1


Background

OVERVIEW

On January 21, 2000, President Clinton announced a new U.S. initiative to explore and exploit the science and technology of matter on the nanometer scale (often referred to as the nanoscale). In an address at the California Institute of Technology on science and technology, President Clinton asked his audience to imagine “materials with 10 times the strength of steel and only a fraction of the weight; shrinking all the information at the Library of Congress into a device the size of a sugar cube; detecting cancerous tumors that are only a few cells in size.” The speech laid the foundation for the National Nanotechnology Initiative (NNI) (The White House 2000). The NNI—“the government’s central locus for the coordination of federal agency investments in nanoscale research and development” (NRC 2009, p. 3)— has set the pace for national and international research and development in nanoscale science and engineering and has led the world in the development and use of knowledge at the nanoscale with the potential to improve quality of life, stimulate economic growth, and address many of society’s most pressing challenges.

With our understanding of the role that nanoscale science and engineering can play in the development of innovative materials, processes, and products has also come the knowledge that nanotechnology may lead to new mechanisms by which people and the environment may be harmed. In today’s complex, interconnected, and resource-constrained world, it is important that products resulting from novel and emerging technologies that have uncertain risks, such as nanotechnology, be developed responsibly; that all stakeholders have an active role in socially responsible development; and that potential risks are identified and avoided as early as possible during research, innovation, and commercialization. This report maps out a research strategy that is intended to promote the responsible development of nanotechnology-enabled materials, processes, and products; and it offers an approach for helping to ensure that researchers, manufacturers, regulators, and others have the necessary information on potential risks and how to prevent, avoid, or mitigate them.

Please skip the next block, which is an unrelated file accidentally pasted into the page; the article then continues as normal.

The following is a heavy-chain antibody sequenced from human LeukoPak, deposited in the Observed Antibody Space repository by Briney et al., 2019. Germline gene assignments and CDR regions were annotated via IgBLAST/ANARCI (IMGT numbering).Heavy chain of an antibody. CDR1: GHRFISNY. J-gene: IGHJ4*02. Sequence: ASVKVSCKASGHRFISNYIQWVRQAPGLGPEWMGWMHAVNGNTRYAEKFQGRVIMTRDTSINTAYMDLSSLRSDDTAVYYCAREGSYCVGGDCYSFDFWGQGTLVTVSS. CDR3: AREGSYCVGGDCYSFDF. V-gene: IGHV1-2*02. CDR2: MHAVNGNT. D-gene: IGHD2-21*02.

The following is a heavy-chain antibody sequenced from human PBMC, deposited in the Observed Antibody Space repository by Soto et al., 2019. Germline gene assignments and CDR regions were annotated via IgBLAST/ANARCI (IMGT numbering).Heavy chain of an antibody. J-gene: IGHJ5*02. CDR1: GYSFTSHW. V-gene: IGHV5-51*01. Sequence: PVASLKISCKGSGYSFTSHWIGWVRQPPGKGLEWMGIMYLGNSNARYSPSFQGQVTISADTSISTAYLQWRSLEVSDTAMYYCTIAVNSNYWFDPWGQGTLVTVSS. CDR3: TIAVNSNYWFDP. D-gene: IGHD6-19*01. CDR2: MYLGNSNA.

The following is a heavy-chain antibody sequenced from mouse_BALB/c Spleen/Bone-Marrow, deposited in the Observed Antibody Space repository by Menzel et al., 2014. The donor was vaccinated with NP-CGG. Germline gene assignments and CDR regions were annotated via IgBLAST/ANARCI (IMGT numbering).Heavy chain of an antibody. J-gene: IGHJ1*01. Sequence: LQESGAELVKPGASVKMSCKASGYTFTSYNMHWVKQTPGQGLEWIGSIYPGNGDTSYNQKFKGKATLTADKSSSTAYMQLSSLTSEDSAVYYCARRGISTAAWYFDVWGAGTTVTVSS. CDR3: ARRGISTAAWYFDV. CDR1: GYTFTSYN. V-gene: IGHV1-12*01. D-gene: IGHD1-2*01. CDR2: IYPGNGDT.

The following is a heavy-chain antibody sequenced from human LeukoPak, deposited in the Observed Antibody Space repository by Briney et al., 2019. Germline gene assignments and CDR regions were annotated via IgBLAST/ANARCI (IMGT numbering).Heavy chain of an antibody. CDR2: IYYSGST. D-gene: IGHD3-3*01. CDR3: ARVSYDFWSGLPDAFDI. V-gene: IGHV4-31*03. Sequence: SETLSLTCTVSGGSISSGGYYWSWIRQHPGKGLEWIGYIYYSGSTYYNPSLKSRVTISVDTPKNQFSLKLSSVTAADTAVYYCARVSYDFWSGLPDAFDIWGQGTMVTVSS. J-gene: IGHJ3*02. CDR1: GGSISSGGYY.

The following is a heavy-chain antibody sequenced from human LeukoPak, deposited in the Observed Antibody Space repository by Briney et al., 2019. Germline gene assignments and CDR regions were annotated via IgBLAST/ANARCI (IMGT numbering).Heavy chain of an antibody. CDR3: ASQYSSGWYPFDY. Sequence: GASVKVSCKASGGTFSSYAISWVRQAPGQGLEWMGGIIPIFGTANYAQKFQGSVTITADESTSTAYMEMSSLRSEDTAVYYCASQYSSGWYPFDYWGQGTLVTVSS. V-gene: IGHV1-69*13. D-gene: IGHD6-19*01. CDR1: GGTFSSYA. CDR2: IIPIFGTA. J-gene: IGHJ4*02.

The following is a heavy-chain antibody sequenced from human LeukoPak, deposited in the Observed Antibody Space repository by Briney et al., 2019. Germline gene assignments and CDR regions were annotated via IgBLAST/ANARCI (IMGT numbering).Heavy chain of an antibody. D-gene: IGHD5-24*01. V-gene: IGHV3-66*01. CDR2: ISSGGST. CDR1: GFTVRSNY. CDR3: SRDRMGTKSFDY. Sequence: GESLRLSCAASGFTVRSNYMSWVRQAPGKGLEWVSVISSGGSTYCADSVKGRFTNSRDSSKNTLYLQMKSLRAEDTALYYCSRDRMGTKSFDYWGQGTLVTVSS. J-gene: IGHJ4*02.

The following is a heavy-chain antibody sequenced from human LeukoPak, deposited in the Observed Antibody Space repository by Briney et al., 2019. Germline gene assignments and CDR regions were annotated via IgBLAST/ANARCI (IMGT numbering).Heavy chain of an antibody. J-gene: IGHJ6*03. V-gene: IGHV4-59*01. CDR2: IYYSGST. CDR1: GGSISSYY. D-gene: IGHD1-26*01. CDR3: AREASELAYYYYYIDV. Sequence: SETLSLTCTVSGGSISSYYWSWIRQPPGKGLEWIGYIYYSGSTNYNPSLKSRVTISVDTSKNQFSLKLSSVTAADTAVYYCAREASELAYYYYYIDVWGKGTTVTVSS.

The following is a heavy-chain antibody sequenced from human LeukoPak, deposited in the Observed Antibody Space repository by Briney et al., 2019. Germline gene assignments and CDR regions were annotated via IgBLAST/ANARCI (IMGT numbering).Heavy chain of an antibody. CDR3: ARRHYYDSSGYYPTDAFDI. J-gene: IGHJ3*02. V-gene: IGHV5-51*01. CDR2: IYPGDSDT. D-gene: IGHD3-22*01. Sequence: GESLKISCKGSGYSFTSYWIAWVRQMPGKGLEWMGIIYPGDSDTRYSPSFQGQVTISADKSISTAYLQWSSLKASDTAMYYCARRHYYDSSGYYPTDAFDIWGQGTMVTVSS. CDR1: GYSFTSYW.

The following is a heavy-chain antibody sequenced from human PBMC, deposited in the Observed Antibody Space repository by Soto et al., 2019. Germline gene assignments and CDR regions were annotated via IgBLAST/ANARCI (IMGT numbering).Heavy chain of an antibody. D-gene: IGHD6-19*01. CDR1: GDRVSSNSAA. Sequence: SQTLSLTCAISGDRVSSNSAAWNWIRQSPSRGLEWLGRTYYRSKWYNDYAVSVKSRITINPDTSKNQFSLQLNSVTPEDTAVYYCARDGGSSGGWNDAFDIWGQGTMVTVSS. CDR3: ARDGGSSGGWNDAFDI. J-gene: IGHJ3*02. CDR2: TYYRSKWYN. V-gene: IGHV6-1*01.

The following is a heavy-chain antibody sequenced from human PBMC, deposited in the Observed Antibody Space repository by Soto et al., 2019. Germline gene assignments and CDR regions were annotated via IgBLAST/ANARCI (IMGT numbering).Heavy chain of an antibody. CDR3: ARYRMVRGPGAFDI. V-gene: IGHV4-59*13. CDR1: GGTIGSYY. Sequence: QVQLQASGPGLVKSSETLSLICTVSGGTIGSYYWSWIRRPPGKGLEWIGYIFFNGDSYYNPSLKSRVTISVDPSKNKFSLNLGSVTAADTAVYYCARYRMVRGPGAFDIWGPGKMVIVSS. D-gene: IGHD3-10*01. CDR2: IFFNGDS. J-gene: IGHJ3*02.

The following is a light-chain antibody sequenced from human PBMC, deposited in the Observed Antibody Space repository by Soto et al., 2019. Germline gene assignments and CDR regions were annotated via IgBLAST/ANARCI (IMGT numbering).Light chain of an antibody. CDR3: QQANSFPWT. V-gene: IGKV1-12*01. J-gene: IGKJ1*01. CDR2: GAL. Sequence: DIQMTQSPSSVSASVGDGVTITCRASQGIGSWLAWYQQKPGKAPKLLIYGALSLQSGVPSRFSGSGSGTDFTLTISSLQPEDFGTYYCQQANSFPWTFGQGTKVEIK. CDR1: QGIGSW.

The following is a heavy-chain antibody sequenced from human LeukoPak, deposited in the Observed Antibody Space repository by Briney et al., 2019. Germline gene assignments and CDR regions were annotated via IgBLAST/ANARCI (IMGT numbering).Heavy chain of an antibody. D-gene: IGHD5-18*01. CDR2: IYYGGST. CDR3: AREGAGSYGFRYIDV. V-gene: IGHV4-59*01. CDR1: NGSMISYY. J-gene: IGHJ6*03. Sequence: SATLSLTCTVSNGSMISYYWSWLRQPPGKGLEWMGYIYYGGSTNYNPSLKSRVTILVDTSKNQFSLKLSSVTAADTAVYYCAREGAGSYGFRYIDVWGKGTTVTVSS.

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1 Background OVERVIEW On January 21, 2000, President Clinton announced a new U.S. initiative to explore and exploit the science and technology of matter on the nanometer scale (often referred to as the nanoscale). In an address at the California Institute of Technology on science and technology, President Clinton asked his audience to imagine “materials with 10 times the strength of steel and only a fraction of the weight; shrinking all the information at the Library of Congress into a device the size of a sugar cube; detecting cancerous tumors that are only a few cells in size.” The speech laid the foundation for the National Nanotechnology Initiative (NNI) (The White House 2000). The NNI—“the government’s central locus for the coordination of federal agency investments in nanoscale research and devel- opment” (NRC 2009, p. 3)—has set the pace for national and international re- search and development in nanoscale science and engineering and has led the world in the development and use of knowledge at the nanoscale with the poten- tial to improve quality of life, stimulate economic growth, and address many of society’s most pressing challenges. With our understanding of the role that nanoscale science and engineering can play in the development of innovative materials, processes, and products has also come the knowledge that nanotechnology may lead to new mechanisms by which people and the environment may be harmed. In today’s complex, inter- connected, and resource-constrained world, it is important that products result- ing from novel and emerging technologies that have uncertain risks, such as nanotechnology, be developed responsibly; that all stakeholders have an active role in socially responsible development; and that potential risks are identified and avoided as early as possible during research, innovation, and commerciali- zation. This report maps out a research strategy that is intended to promote the responsible development of nanotechnology-enabled materials, processes, and products; and it offers an approach for helping to ensure that researchers, manu- facturers, regulators, and others have the necessary information on potential risks and how to prevent, avoid, or mitigate them. 18